Tuesday, December 8, 2009

On the Vatican's Role in Geopolitics

When I first began reading The Keys of This Blood by Malachi Martin (New York, Simon & Schuster, 1990), I took it as an indictment of the Vatican. Upon re-reading the first chapter (Yes, it’s worth more than one reading!), I now find it all full of breathless admiration. Well, it’s a bit difficult to tell, as if Malachi Martin himself were ambivalent about it.

At any rate, most of us never attributed nearly as much importance as this author does to the pope’s role in the geopolitical arena.

In any case, though, it’s alarming to think of the papacy now once again imagining itself in such a role, seeking to control the world and considering this its rightful place. Here’s another couple of excerpts from the book to make us ponder. I’ve put into boldface the phrases I find most troubling, although all of it is.

In October of 1978, when [Korol Wojtyla] emerged from the Sistine Chapel in Rome as Pope John Paul II, the 263rd successor to Peter the Apostle, he was himself the head of the most extensive and deeply experienced of the three global powers that would, within a short time, set about ending the nation system of world politics that has defined human society for over a thousand years.

It is not too much to say, in fact, that the chosen purpose of John Paul’s pontificate – the engine that drives his papal grand policy and that determines his day-to-day, year-by-year strategies – is to be the victor in that competition, now well under way.

(p. 17)

In a move that was so totally unexpected at that moment…that it was misread by most of the world – but a move that was characteristic in its display of his independence of both East and West – Pope John Paul embarked without delay on his papal gamble to force the hand of geopolitical change.

In the late spring of 1979, he made an official visit as newly elected Roman Pope to his Soviet-run homeland of Poland. There, he defined [the issues of the day] again and again in terms based solely and solidly on Roman Catholic principles…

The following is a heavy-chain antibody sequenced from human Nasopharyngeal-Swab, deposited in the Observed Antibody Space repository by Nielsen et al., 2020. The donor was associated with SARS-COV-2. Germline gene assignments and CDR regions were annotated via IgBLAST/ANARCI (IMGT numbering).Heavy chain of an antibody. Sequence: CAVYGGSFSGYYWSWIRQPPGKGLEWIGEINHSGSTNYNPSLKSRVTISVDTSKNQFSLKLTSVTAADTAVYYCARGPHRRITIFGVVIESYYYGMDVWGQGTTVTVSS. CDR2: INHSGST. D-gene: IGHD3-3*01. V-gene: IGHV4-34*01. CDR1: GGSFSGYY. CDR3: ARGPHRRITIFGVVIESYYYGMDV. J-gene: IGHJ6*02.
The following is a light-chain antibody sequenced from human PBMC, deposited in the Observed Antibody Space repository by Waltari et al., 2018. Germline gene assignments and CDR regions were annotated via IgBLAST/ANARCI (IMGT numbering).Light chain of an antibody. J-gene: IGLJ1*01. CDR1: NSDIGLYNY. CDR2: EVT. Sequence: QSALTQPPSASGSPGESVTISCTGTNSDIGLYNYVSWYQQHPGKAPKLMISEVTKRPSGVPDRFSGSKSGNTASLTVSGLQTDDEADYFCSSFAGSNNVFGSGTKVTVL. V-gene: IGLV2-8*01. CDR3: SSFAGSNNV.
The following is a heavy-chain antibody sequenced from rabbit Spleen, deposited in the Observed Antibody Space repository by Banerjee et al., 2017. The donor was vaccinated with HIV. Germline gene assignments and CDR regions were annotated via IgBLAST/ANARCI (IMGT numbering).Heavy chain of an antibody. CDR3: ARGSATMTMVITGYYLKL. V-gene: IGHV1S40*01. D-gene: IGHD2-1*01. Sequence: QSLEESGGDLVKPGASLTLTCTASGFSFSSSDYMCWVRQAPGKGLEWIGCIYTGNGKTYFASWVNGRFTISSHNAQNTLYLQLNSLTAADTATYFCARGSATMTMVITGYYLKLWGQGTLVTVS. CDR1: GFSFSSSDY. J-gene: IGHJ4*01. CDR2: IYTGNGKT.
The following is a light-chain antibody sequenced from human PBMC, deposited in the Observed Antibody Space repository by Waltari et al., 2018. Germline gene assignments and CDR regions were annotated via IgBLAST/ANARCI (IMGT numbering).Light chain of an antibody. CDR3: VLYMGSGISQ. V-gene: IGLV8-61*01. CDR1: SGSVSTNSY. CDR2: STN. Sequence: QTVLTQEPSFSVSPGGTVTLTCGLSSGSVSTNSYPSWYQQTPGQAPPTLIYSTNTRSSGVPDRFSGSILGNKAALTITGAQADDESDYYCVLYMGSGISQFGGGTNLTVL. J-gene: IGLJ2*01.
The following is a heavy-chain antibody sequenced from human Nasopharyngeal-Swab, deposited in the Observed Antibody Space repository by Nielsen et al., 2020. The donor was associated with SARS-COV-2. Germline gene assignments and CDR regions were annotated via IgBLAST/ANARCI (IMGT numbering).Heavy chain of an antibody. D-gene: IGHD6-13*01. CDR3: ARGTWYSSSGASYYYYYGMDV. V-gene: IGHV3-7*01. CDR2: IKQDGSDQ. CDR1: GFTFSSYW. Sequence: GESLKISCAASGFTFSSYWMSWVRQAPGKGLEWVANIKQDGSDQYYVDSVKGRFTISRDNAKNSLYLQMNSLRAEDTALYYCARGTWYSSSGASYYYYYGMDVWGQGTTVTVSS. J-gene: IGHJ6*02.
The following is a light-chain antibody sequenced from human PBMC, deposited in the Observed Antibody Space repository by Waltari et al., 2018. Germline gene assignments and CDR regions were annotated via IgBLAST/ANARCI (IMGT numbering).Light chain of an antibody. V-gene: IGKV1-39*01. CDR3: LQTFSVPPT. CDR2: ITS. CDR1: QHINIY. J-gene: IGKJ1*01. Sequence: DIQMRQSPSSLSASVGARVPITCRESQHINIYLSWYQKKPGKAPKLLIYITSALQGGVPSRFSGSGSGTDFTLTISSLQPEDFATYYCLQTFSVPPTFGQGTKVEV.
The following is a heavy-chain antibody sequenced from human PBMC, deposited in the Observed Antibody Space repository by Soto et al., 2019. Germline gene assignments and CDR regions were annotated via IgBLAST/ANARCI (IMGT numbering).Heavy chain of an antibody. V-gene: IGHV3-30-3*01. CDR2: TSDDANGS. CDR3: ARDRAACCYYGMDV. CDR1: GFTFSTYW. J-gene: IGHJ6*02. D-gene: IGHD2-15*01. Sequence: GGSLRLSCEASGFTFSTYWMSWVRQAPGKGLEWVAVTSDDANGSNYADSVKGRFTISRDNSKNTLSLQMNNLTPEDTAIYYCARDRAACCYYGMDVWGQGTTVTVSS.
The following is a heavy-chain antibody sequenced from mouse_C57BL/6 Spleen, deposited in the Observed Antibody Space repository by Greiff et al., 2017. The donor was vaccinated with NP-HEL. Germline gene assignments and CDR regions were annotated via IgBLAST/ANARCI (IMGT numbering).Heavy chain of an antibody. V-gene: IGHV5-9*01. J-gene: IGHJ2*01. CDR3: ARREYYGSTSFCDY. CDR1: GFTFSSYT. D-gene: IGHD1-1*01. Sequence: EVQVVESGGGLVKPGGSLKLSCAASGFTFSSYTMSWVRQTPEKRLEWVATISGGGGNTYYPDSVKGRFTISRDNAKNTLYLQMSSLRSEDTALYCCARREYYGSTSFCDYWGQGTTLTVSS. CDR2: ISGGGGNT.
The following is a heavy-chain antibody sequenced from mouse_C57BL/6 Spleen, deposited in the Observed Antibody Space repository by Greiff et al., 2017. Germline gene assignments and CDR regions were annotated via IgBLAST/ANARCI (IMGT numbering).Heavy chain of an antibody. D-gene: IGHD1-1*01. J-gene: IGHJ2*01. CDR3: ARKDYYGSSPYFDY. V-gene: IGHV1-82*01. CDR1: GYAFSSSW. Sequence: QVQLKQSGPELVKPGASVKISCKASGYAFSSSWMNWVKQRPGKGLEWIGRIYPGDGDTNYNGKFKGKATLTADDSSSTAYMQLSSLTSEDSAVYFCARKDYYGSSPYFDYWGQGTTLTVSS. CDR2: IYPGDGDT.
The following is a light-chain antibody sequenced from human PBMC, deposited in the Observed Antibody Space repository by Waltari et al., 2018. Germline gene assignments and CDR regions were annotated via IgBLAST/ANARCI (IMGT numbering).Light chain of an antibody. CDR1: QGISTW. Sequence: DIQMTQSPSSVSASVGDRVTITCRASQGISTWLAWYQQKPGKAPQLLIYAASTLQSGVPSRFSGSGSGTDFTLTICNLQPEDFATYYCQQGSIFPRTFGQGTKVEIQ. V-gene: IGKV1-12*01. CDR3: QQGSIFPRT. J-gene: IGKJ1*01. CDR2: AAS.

It is a measure of the frozen mentalities of that time that few in the West understood the enormous leap John Paul accomplished in that first of his many papal travels. Mot observers took it as the return of a religious leader to his beloved Poland, as an emotional but otherwise unremarkable apostolic visit, complete with sermons and ceremonies and excited, weeping throngs.

Presciently as well as by planned design, the Pontiff’s first step into the geopolitical arena was eastward into Poland, the underbelly of the Soviet Union. In John Paul’s geopolitical analysis, Europe from the Atlantic to the Urals is a giant seesaw of power. Europe from the Baltic to the Adriatic Sea is the center of that power. The Holy Father’s battle was to control that center.)

ANASTASIA’S NOTE: That center includes Greece and several other Orthodox nations.

World commentary and opinion aside, therefore, the point of John Paul’s foray into Poland was not merely that he was a religious leader. The point was that he was more. He was a geopolitical pope. … Now he served notice that he intended to take up and effectively exercise once more the international role that had been central to the tradition of Rome, and to the very mandate Catholics maintain was conferred by Christ upon Peter and upon each of his successors.

(p. 21-22)

On his trip to Poland in 1979, barely eight months after his election, he signaled the opening of the millennium endgame. He became the first of the three players to enter the new geopolitical arena.

(p. 23)

ANASTASIA’S NOTES: If this is true and if the author's earlier statement is also true, that "now that it [the competition] has started, there is no way it can be reversed or called off," then the Pope did us no favor in initiating it.

But it seems to me the Pope was the last of the three competitors to enter the arena. The United States and the Soviet Union had been at it since the end of World War II. Cold War, and all; anybody remember that?


Anam Cara said...

I read this book years ago right after it came out. I wonder what I did with my copy...

I can tell you this, that over 15 years later, I remember next to none of what I read in this book although I do remember that I enjoyed reading Martin's works, in particular The Jesuits: The Society of Jesus and the Betrayal of the Roman Catholic Church.

Anastasia Theodoridis said...

I've bought that book, too. It's next on my list.

Now that I'm past the first chapter, I'm finding the rest quite boring. Very detailed and flattering accounts of all the stuff the Pope did, comparatively little of it of much interest or importance to most of us.

But I've still got at least 2 more posts coming up, taken from the fascinating first chapter!